Sarah Song

CONTACT INFORMATION
Office:
772 Barrows Hall
Phone:
510 643-5637

CURRENT/FUTURE COURSES:

Fall 2017
Graduate
Fall 2015
Graduate
Fall 2009
Undergraduate
Sarah Song's picture

Faculty

Research Interests: 
Political Philosophy
Legal Philosophy
American Political Thought
Feminist Theory
Degrees: 
B.A., Harvard University
M.Phil., Oxford University
Ph.D., Yale University
Personal Statement: 

Sarah Song is a political theorist with a special interest in democratic theory and issues of citizenship, migration, culture, religion, gender, and race. She teaches courses in contemporary political and legal philosophy, the history of American political thought, and citizenship and immigration law. 

Her first book, Justice, Gender, and the Politics of Multiculturalism (Cambridge University Press, 2007), analyzes theories of group rights for religious and cultural minorities and their intersection with women's rights through a range of case studies in American law and politics. The book was awarded the 2008 Ralph Bunche Award by the American Political Science Association.

More recently she has written articles on the question of boundaries in democratic theory, the rights of noncitizens in liberal democratic societies, and the normative foundations of the modern state's right to control immigration. She is completing a book entitled Immigration and the Limits of Democracy.

Born in South Korea, Song immigrated to the U.S. when she was six and attended K-12 public schools in Missouri, Illinois, and New Hampshire. She received a B.A. from Harvard College, an M.Phil from Oxford, and a Ph.D. from Yale. Prior to coming to Berkeley, she was Assistant Professor of Political Science and Affiliated Faculty in Philosophy and Women's & Gender Studies at M.I.T. She has been awarded fellowships from the Woodrow Wilson National Fellowship Foundation and the American Academy of Arts and Sciences. 

She holds a joint appointment with the U.C. Berkeley School of Law and is currently serving as Director of the Kadish Center for Morality, Law, & Public Affairs, which together with the Political Science and Philosophy Departments sponsors a weekly workshop in moral, political, and legal theory.

Books: 

Justice, Gender, and the Politics of Multiculturalism, Cambridge, Cambridge University Press, 2007.

Recipient of the 2008 Ralph Bunche Award, given by APSA for the "best scholarly work in political science which explores the phenomenon of ethnic and cultural pluralism"

Articles: 
  • "After Obergefell: On Marriage and Belonging in Carson McCullers's Member of the Wedding," in Looking for Law in All the Wrong Places, eds. Marianne Constable and Leti Volpp (Fordham University Press, forthcoming)
  • "Immigration and National Identity," Review symposium on David Miller's Strangers in Our Midst, European Political Science (2017)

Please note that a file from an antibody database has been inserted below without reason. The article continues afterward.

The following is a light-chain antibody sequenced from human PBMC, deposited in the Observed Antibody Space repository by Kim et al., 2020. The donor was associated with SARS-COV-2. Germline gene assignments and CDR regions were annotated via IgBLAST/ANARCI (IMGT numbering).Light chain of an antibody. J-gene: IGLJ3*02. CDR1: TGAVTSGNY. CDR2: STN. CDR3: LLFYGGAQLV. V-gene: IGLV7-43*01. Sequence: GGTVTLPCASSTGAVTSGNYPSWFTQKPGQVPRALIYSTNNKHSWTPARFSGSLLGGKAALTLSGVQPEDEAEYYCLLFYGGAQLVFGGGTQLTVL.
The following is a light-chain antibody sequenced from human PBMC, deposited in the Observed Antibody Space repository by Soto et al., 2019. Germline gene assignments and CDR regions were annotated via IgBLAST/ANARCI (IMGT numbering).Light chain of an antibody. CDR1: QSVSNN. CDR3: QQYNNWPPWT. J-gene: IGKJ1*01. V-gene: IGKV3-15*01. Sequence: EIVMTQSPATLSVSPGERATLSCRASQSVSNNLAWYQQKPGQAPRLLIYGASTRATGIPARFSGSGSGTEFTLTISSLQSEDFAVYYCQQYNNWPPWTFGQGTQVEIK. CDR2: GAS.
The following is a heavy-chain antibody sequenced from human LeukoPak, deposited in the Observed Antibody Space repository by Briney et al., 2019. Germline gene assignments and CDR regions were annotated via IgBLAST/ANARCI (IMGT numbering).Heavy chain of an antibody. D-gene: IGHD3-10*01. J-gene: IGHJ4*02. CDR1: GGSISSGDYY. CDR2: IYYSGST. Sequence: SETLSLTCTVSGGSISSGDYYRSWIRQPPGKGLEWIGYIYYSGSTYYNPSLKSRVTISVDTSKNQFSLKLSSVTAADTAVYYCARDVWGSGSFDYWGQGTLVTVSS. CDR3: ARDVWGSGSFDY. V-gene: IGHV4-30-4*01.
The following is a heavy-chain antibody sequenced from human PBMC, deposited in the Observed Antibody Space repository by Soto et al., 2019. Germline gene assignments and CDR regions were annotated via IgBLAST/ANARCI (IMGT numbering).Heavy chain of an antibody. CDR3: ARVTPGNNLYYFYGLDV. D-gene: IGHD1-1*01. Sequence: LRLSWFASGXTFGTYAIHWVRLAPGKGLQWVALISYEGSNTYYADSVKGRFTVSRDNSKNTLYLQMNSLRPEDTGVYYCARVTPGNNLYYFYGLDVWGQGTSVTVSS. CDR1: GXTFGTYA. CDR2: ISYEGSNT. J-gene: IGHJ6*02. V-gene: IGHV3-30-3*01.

• "Why Does the State Have the Right to Control Immigration?" NOMOS LVII: Migration, Emigration, and Immigration, ed. Jack Knight (NYU Press, 2017)
  • "Immigration and Democratic Principles: On Carens's Ethics of Immigration,Journal of Applied Philosophy (2016)
  • "The Significance of Territorial Presence and the Rights of Immigrants," in Migration in Political Theory: The Ethics of Movement and Membership, eds. Sarah Fine and Lea Ypi (Oxford University Press, 2016)
  • "The Liberal Tightrope: Brettschneider on Free Speech," Brooklyn Law Review, vol. 79, no. 3 (2014)
  • "Feminists Rethink Multiculturalism," Ashgate Companion to Feminist Legal Theory, eds. Margaret Davies and Vanessa Munro (Ashgate, 2013), 139-55
  • "The Boundary Problem in Democratic Theory: Why the Demos Should Be Bounded by the State," International Theory, vol. 4, no. 1 (2012)
  • "Rethinking Citizenship through Alienage and Birthright Privilege," Issues in Legal Scholarship, vol. 9, issue 1 (2011)
  • "Three Models of Civic Solidarity," Citizenship, Borders, and Human Needs, ed. Rogers M. Smith (University of Pennsylvania Press, 2011), 192-207
  • "Multiculturalism," Stanford Encyclopedia of Philosophy (2010, substantive rev. 2016)
  • "Democracy and Noncitizen Voting Rights," Citizenship Studies, vol. 13, no. 6 (2009), 607-20
  • "What Does It Mean To Be an American?" Daedalus: Journal of the American Academy of Arts and Sciences, vol. 138, no. 2 (2009), 31-40
  • "The Subject of Multiculturalism: Culture, Religion, Ethnicity, Nationality, and Race?" New Waves in Political Philosophy, ed. Boudewijn de Bruin and Christopher Zurn (Palgrave MacMillan, 2008), 177-97
  • "Religious Freedom v. Sex Equality" (symposium on the work of Susan Moller Okin), Theory and Research in Education, vol. 4, no. 1 (2006), 23-40
  • "Majority Norms, Multiculturalism, and Gender Equality," American Political Science Review, vol. 99, no. 4 (2005), 473-89
  • "La defense par la culture en droit americain (The cultural defense in american law)," Critique internationale, vol. 28 (2005), 63-85
Teaching: 

Law 210.2/PS 211/Philosophy 290-7 -  Workshop in Law, Philosophy, and Political Theory (fall 2015): https://www.law.berkeley.edu/centers/kadish-center-for-morality-law-public-affairs/workshop-in-law-philosophy-and-political-theory/

LS 39F - Civil Disobedience (fall 2014, freshman & sophomore seminar and part of the On the Same Page Program on the 50th anniversary of the Free Speech Movement)

PS 4 - Introduction to Political Theory: What is Justice? (spring 2013)

PS 191.3 - American Political Thought (spring 2012)

PS 215B - Topics in Contemporary Political Theory (spring 2011)

 

Other: 

Philosophy Talk radio show on "Nations and Borders": http://www.iamplify.com/store/product_details/Philosophy-Talk/Nations-and-Borders/product_id/9870

"Refugees Welcome?" Harvard Law and Policy Review Blog post: http://harvardlpr.com/2017/06/28/refugees-welcome/